Fellowships are hard to get. Traditionally, less than 15% of fellowship applicants land a position. I had a plan B (and C) in case this did not work out.

I will not waste your time here reiterating excellent advice that can be found elsewhere about this process. I recommend this book: Pursue the Fellowship, (link to sample) that covers just about everything you could ever want to know. The author, Kimberly Gittings, is a current fellow at Xcenda who I had the chance to meet and interview with! She knows her stuff. Additional information can be found on program specific pages and many, many other sources. Dr. Kraft's class P3 year is invaluable, as are most tips about interviews relevant to residency applications.

I will instead tell you what I did and what the process was like from my perspective, to provide that insight.

Asking Important Questions

Specifically: what makes me stand out as an applicant?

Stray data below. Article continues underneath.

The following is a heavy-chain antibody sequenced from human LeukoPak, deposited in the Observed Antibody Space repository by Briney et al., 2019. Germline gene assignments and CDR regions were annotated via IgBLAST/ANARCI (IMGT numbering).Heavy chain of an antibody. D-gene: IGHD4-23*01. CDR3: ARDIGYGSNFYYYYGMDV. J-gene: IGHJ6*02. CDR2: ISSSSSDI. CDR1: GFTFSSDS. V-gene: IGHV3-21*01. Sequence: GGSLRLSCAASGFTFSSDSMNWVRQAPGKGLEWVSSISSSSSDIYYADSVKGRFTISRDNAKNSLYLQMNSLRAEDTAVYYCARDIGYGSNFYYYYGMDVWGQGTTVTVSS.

For me those answers were approximately: my programming and computer science background, marrying clinical and technical expertise to fill gaps.

How can I apply that specifically to an industry career?

Thankfully I already had specific examples of using this in practice in my PDI and at Blue Cross Blue Shield of Michigan. Big data is a big thing, tying my experience here into business and clinically relevant outcomes was fairly straightforward.

What does my ideal program look like?

Somewhere that allows me to exercise these strengths but also provides ample opportunity for horizontal development. I am a big picture person and work best when I have a holistic understanding of the system I am working within, tailoring my output to the needs of the next step in the chain. The program should be open to innovation and new ideas and be forward thinking. Ideally, I would be working with or supporting oncology products, my area of interest given my family medical history.

A mission and vision that I can support: this is critical--the mission and vision of a company drives everything that it does from a high level. If this is not something I can get behind it will be difficult to highly engage in my work. This was a deal breaker for several programs.

Professional development opportunities in conference travel, tuition support, leadership opportunities, mentorship, or other.

No geographic restrictions; location agnostic, as programs few and far between, especially given these other requirements. My girlfriend, pursuing managed care residencies (another relative rarity) will have even less control over where she ends up.